I meant this one:

[(-3, 0, 1),

(0, 2, -2),

(1, 0, 3)]

Octave specifically,

[ 1 0 0 0]

[ 2 -3 0 1]

[ 1 0 2 -2]

[-10 1 0 3]

adjoint

[-20 0 0 0]

[-32 6 0 -2]

[-46 -2 -10 -6]

[-56 -2 0 -6]

> > 1) Form a matrix with the chromatic unison vector in the top row,

> and

> > commatic unison vectors in the others.

>

> > 2) The gcd of the left hand column of the adjoint is the number of

> equal

> > divisions of the octave.

>

> You've lost me completely here. Left hand column of the adjoint of

> what matrix is supposed to do this? It can hardly be the matrix of

> unison vectors, with or without 2 included in the picture. Do you

> maybe mean you divide through by the gcd to get the number of

> divisions?

Without 2 (this method is all for octave equivalent matrices). It's the

same as the gcd you take here:

"""

(4) 14/12 = 7/6 = 1+1/6, and the convergent to 7/6 is 1. We therefore

want A + B = 93.651 cents as our generator; this happens to be very

close to 1200/13 = 92.308 cents; not much of a surprise since

g+h12=h26 and gcd(12,14)=2. We therefore can use 1200/13 as our

generator, with a period of half an octave.

"""

GCD of 2, half octave period.

> I don't see why you don't simply do what I do, and go for the whole

> val, not just h(2). The number of divisions can be deceptive.

Why don't I do what? I'm using octave equivalent matrices for the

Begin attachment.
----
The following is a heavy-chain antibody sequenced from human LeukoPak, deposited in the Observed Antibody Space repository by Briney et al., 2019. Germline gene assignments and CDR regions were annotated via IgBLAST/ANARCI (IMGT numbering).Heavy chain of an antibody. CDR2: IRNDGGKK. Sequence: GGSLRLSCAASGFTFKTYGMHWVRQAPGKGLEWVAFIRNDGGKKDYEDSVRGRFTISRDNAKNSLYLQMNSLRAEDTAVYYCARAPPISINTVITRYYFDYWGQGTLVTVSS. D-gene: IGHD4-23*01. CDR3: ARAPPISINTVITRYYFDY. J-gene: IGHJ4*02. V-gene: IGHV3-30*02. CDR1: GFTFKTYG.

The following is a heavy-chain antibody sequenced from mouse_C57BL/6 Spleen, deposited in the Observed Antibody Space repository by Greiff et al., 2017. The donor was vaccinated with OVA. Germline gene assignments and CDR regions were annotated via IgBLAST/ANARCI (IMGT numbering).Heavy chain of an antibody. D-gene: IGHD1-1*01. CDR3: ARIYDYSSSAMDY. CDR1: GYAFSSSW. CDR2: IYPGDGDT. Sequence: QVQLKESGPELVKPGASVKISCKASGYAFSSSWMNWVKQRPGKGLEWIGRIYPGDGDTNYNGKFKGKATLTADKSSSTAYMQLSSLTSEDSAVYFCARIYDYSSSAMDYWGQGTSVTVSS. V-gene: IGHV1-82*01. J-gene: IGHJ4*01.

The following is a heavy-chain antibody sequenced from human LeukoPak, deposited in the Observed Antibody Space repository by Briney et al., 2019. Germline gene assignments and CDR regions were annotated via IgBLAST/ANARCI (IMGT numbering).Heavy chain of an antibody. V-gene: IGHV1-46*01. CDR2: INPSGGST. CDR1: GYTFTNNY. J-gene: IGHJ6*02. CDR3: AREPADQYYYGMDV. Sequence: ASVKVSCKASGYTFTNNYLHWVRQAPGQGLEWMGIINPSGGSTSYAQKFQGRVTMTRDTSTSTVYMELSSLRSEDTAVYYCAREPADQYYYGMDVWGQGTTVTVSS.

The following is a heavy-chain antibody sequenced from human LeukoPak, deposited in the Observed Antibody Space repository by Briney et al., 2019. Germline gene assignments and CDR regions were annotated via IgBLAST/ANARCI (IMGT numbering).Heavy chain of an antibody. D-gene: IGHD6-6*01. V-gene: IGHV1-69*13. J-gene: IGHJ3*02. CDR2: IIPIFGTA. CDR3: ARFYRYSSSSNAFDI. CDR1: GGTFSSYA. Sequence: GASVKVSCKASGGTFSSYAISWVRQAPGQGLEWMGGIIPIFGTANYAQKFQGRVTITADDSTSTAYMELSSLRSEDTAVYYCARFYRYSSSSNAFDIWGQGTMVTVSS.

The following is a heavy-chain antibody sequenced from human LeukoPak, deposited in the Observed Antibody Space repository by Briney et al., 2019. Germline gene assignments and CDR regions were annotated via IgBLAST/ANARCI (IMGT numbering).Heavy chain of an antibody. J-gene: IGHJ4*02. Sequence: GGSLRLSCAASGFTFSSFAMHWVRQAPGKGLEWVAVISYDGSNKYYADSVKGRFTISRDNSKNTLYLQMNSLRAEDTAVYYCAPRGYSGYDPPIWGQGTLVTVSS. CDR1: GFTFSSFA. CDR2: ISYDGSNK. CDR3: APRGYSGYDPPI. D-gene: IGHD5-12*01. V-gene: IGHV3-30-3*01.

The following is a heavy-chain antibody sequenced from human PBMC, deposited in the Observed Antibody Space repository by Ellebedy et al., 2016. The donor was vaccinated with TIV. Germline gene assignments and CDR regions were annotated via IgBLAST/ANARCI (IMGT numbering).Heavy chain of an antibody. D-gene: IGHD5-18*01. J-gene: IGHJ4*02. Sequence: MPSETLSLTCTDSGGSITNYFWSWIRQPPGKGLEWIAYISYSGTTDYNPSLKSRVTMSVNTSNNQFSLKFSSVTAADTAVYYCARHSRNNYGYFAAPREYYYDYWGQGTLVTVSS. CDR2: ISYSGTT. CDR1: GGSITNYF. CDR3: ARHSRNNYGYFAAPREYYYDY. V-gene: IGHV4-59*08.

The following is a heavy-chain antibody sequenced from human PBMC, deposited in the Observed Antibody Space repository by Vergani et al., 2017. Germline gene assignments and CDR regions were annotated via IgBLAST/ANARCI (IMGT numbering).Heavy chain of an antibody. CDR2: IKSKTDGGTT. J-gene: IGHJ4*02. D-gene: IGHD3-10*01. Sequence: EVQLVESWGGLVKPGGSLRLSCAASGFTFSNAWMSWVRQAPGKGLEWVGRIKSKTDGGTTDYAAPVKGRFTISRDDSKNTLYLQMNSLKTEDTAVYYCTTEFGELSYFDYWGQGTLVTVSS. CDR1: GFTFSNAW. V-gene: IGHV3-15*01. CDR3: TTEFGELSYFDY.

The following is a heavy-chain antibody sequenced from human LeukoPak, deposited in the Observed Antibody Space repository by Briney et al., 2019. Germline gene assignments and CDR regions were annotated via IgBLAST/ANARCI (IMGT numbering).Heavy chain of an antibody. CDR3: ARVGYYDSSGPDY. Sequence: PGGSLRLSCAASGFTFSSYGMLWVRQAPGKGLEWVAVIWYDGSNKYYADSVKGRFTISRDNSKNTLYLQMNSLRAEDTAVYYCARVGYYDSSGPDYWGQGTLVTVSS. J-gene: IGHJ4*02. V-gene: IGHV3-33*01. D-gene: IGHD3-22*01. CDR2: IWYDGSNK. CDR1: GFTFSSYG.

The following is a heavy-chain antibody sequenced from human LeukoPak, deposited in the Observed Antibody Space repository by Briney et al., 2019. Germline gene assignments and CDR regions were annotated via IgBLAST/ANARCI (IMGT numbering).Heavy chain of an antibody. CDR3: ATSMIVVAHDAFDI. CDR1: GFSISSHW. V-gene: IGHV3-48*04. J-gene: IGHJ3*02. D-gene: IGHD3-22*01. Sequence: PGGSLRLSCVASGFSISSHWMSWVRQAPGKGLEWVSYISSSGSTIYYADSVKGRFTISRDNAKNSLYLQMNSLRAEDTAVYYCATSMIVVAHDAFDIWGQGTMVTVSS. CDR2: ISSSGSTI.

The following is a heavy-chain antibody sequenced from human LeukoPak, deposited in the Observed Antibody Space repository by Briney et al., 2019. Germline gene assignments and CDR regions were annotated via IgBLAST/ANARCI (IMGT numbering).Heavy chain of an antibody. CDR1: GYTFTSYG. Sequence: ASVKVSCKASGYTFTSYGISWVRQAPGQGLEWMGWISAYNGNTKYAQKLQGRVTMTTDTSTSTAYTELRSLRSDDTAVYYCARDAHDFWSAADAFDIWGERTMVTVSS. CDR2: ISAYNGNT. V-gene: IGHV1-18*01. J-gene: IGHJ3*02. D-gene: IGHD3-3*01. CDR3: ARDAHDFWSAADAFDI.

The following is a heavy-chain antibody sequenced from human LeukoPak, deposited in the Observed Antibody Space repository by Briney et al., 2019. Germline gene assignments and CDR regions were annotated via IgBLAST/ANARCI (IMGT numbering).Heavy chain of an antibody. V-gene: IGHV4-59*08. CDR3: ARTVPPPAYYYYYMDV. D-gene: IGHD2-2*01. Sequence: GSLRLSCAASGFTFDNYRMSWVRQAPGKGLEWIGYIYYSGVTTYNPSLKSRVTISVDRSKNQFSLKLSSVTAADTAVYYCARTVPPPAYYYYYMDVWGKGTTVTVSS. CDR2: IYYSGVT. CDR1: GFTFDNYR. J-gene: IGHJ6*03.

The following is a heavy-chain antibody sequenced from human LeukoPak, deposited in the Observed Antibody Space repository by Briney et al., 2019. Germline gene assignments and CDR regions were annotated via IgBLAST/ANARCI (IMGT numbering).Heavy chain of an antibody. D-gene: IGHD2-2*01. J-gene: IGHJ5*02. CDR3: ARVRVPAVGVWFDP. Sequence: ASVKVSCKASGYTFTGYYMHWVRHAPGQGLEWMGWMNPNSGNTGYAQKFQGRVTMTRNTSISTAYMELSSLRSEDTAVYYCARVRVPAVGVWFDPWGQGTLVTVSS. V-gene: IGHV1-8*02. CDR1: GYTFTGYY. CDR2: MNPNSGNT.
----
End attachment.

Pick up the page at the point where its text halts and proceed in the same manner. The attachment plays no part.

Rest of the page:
conjecture because one step using octave specific matrices involves

solving what I think could be called a (very simple) system of Diophantine

equations with only 1 unknown. Proving that that always works sounds

harder than proving the octave-specific case.

In fact, the number of notes in the periodicity block is the generator

mapping of the chromatic unison vector. From the definition of the

adjoint matrix, this will always be the same as the determinant. So we

can ignore the determinant if we really want to. But the result we get is

:

The number of periods to the octave

The mapping of generators to prime intervals

The number of notes in the periodicity block

Hopefully, we've defined away torsion. It'd be nice if we could get the

number of steps to a generator in the equivalent ET. Did we have an

algorithm for generating the periodicity block in order of pitch for

octave equivalent vectors?

> > These work fine as long as the unison vectors are well behaved.

> It'd be

> > nice if you could come up with a mathematical definition of this.

>

> I thought I did.

Did you? Where?

Graham